14. The method of claim 13 wherein providing the GU5.3 form factor base comprises: providing a metallic shell compatible with the GU5.3 form factor; providing an LED assembly driving circuitry; disposing the LED assembly driving circuitry within the metallic shell; and disposing a potting compound within the metallic shell between the LED assembly driving circuitry and the metallic shell.
15. The method of claim 14 wherein providing the LED assembly driving circuitry comprises providing a voltage transformer circuit on a flexible printed circuit.
16. The method of claim 13 further comprising electrically coupling the LED assembly to the LED assembly driving circuitry using a hot bar soldering process.
17. The method of claim 14 wherein coupling the GU5.3 form factor base comprises securing a lip of the GU5.3 form factor base to a portion of the inner core region of the heat sink.
18. The method of claim 11 further comprising: disposing a lens assembly on top of the LED assembly; and securing the lens assembly to the heat sink.
19. The method of claim 11 wherein receiving the LED assembly comprises: receiving one or more LED light sources disposed upon the planar substrate; and coupling a flexible printed circuit to the planar substrate.
20. An illumination source formed according to the method described in claim 11.
CROSS-REFERENCE TO RELATED APPLICATION
 The present application relates to pending patent application No. 61/301,193, filed Feb. 3, 2010, entitled "White Light Apparatus and Method," incorporated herein by reference for all purposes.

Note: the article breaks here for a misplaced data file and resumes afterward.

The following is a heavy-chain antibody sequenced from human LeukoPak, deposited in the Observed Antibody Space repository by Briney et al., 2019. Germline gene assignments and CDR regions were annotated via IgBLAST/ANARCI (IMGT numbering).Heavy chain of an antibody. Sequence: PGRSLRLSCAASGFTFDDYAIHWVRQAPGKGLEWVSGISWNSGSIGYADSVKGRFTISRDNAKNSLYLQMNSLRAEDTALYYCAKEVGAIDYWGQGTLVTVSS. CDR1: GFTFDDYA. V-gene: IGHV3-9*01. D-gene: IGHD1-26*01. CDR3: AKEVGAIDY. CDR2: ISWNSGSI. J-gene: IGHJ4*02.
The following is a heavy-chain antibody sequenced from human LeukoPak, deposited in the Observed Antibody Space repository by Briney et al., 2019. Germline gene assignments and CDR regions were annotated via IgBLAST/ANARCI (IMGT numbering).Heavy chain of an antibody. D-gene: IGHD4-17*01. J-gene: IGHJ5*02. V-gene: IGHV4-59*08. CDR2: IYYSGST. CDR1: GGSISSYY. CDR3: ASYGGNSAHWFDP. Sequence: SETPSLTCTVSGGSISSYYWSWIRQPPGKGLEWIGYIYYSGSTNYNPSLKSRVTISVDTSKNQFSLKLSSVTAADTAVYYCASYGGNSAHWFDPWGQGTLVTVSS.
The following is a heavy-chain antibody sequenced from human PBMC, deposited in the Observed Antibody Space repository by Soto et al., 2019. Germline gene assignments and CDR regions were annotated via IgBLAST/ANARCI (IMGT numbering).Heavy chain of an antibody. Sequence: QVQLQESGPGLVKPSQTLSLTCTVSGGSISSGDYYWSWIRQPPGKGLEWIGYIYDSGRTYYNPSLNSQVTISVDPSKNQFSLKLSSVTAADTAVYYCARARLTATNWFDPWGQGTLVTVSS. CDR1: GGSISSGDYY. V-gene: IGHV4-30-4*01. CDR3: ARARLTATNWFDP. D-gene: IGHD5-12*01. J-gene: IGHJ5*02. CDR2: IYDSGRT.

BACKGROUND OF THE INVENTION
 This invention relates to high efficiency lighting sources.
 The era of the Edison vacuum light bulb may soon end. In many countries, and in many states, incandescent bulbs are being replaced, and more efficient lighting sources mandated. Alternative light sources include fluorescent tubes, halogen, and light emitting diodes (LEDs). Despite the availability and improved efficiencies of these options, many people are reluctant to switch to these alternative light sources.
 The newer technologies have not been widely embraced for various reasons. One such reason is the use of toxic substances in the lighting source. As an example, fluorescent lighting sources typically rely upon mercury in a vapor form to produce light. Because the mercury vapor is a hazardous material, spent lamps cannot simply be disposed of at the curbside, but must be transported to designated hazardous waste disposal sites. Additionally, some fluorescent tube manufacturers instruct the consumer to avoid using the bulb in sensitive areas of the house such as bedrooms.
 Another reason for the slow adoption of alternative lighting sources is its low performance compared to the incandescent light bulb. Fluorescent lights rely upon a separate starter or ballast mechanism to initiate the illumination. Thus they sometimes do not turn on "instantaneously" as consumers expect. In addition fluorescent lights typically do not immediately provide light at full brightness, instead ramping up to full brightness over time. Further, most fluorescent lights are fragile, are not capable of dimming, have ballast transformers that can be noisy, and can fail if cycled on and off frequently.
 Another type of alternative lighting source more recently introduced relies on the use of light emitting diodes (LEDs). LEDs have advantages over fluorescent lights including the robustness and reliability inherent in solid state devices, the lack of toxic chemicals that can be released during accidental breakage or disposal, instant-on capabilities, dimmability, and the lack of audible noise. LED lighting sources, however, have drawbacks that cause consumers to be reluctant to use them.